Walk: Chobham Common, Surrey

Discover carnivorous sundews, basking lizards and vast cushions of flowering heather this spring in one of the finest remaining lowland heaths in the world

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Chobham Common luxuriates in the honour of being the largest national nature reserve in south-east England. But its 574 hectares are a fragment of the vast lowland heaths that once dominated this landscape from East Anglia, through Surrey into West Sussex, Hampshire and Dorset. 

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Seen as agriculturally useless, about 90% of England’s heathlands were destroyed between 1750 and 1980 – ploughed, ‘improved’ by artificial fertilisers, or planted with conifers. The remnants are precious but still fragile, as shown by the murderous slice of the M3 that rudely bisects the site, and the constant threat of urban encroachment.

Chobham Common comprises 574 hectares of the vast lowland heaths
Chobham Common comprises 574 hectares of the vast lowland heaths ©Getty

Today, the flagship reserve of Chobham Common is managed by Surrey Wildlife Trust. Conservation work may appear stark as scrub is cleared and trees felled, but this large-scale intervention is necessary to keep Chobham one of the finest remaining lowland heaths in the world.

1

Trio of heathers

Start at Roundabout car park on Chobham Road (B383). Take the path north-east through the heather and past a monument. Erected in 1901, the stone marks the spot where Queen Victoria reviewed the troops in 1853 before they departed for Crimea. Even this close to the road, tread lightly and watch your shadow and you may see adders sunning themselves on piles of dead leaves or in patches of bare sand.

Over 300 species of wildflower can be found at Chobham Common, including bell heather, orchids and marsh gentian
Over 300 species of wildflower can be found at Chobham Common, including bell heather, orchids and marsh gentian ©Surrey Wildlife Trust

There are three species of heather at Chobham: common heather, or ling, with its straggling stalks growing into dense mats and cushions; cross-leaved heath, its stems studded with quadrifoil (four-leaved) whirls; and bell heather, with its softer feathery foliage.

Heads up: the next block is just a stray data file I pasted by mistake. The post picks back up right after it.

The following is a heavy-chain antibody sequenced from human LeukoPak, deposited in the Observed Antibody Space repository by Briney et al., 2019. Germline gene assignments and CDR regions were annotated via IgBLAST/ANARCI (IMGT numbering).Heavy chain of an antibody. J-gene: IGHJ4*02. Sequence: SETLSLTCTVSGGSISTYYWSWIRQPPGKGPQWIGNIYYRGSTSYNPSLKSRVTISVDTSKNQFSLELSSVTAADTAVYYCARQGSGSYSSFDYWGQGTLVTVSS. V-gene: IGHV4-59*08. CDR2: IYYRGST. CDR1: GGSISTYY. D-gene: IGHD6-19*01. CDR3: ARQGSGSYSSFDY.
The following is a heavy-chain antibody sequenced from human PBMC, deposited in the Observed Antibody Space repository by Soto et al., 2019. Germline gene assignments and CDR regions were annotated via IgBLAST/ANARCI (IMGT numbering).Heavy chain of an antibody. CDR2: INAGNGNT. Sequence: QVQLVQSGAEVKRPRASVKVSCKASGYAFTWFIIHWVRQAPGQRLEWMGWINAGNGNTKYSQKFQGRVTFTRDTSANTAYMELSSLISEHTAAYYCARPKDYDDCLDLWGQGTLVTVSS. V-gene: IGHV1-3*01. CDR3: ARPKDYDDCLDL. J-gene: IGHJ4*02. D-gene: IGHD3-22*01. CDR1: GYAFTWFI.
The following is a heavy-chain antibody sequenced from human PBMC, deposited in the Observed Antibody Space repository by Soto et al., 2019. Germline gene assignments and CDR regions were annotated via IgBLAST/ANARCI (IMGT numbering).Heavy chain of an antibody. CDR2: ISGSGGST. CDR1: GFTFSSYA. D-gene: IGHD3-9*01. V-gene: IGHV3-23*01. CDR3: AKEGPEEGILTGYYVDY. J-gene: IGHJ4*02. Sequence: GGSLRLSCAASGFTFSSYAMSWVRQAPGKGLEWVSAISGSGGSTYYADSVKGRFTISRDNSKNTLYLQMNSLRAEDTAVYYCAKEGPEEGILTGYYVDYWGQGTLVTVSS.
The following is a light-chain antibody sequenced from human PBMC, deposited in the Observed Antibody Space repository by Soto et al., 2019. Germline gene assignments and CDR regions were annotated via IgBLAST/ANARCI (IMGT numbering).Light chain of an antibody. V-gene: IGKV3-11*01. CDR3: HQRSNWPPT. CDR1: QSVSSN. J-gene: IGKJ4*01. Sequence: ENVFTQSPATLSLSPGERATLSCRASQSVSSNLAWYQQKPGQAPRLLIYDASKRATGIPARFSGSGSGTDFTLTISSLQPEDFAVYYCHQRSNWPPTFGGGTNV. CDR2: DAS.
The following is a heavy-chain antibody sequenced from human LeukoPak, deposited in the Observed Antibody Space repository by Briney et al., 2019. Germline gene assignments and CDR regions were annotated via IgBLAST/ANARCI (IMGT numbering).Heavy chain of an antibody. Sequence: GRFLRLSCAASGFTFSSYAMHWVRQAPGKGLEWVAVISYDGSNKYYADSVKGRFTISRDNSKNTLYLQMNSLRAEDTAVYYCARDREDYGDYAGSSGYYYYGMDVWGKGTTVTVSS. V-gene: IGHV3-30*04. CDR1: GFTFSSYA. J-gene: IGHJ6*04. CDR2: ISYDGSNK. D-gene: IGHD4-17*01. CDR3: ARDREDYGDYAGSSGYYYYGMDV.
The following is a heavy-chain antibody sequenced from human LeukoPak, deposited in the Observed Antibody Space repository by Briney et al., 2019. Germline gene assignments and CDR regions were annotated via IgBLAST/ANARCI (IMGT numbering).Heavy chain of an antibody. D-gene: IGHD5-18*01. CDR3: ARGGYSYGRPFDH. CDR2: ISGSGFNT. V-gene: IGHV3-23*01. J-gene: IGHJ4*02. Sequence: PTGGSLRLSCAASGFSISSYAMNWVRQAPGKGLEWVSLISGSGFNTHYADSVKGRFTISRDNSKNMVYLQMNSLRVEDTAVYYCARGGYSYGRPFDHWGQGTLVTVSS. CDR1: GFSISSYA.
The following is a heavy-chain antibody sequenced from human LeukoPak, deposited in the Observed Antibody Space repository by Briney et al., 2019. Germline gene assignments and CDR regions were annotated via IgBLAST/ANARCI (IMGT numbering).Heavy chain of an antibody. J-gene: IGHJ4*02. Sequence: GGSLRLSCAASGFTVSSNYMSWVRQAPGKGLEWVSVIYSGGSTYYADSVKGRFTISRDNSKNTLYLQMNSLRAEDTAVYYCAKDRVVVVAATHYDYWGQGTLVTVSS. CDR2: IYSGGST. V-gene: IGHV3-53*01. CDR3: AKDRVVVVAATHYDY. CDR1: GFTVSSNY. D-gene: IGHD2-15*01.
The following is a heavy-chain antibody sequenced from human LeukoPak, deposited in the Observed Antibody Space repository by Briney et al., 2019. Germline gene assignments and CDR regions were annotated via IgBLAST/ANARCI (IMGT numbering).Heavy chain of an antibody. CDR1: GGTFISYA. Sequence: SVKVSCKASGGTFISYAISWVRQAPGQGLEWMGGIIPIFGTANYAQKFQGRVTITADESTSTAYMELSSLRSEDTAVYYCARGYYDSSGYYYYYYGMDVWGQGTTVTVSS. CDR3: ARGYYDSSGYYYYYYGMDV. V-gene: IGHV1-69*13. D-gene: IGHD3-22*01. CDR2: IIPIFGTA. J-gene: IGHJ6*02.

Sand lizard

Larger (up to 20 cm) and stockier than the common lizard, usually with brighter marbling pattern on its flanks. In May, males attain a rich almost metallic green mating display colour. Mostly coastal in England, apart from the inland lowland heaths of Surrey, Hampshire and Dorset ©Alamy

Female basking Sand lizard

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Carnivorous plants

Down near the railway line, the ground becomes wetter and treacherous quagmires threaten to engulf the boots of walkers who venture away from the paths. But those who take the chance may spot the bizarre glue-haired, red-leaved, insect-trapping sundews that glisten in the morning sun. For many years there have also been clusters of pitcher plants, North American insectivorous plants that appear to have been deliberately put here. Come back in July and try to find the purple trumpets of marsh gentian, now extremely rare in Surrey.

"Low to short perennial with slender, more or less erect stems. Leaves linear to oblong, 1-veined, unstalked. Flowers blue, green-striped on the outside, white spotted on the inner side, trumpet-shaped, 25-45mm long, solitary or several together at the stem tops; calyx green, with 5 slender teeth.Habitat: Marshy places, wet heaths, on thin peaty acid soils, to 1500m.Flowering Season: July-October.Distribution: Throughout Europe, except the extreme north and most of the Island; local in Britain.Declining in many areas due to land drainage and reclamation. In the Netherlands frequently on the described places and after sodding (plaggen) in Nature Reserves.Related images:"
In July, look out for the purple trumpets of marsh gentian ©Getty
Near Longcross, loop back and strike out along the narrow paths of dry heath. Be on the lookout for Britain’s largest moth, the emperor. Males – with their bright-orange hind wings – fly during the day in search of the larger, all-grey females that sit low in the heather. In high summer, the

fat green caterpillars, spined like animated cacti, are a wonder as they waddle across the well-trodden paths.

3

Hide and seek

Pass under the motorway and head out into Albury Bottom. The sand lizard occurs here right at the very edge of its British range, joined in August by grayling and silver-studded blue butterflies. As you head across Staple Hill and back beneath the motorway, keep an eye out, or maybe two eyes, for nightjars – they rest almost invisible on tree trunks, logs and stumps, camouflaged against the gnarled and knotted wood. You may have more luck if you take a late-evening walk, when their eerie whirring song haunts the settling dusk.

Map

Click here to head over to the OS Maps website for an interactive version of this route.

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Main image ©Surrey Wildlife Trust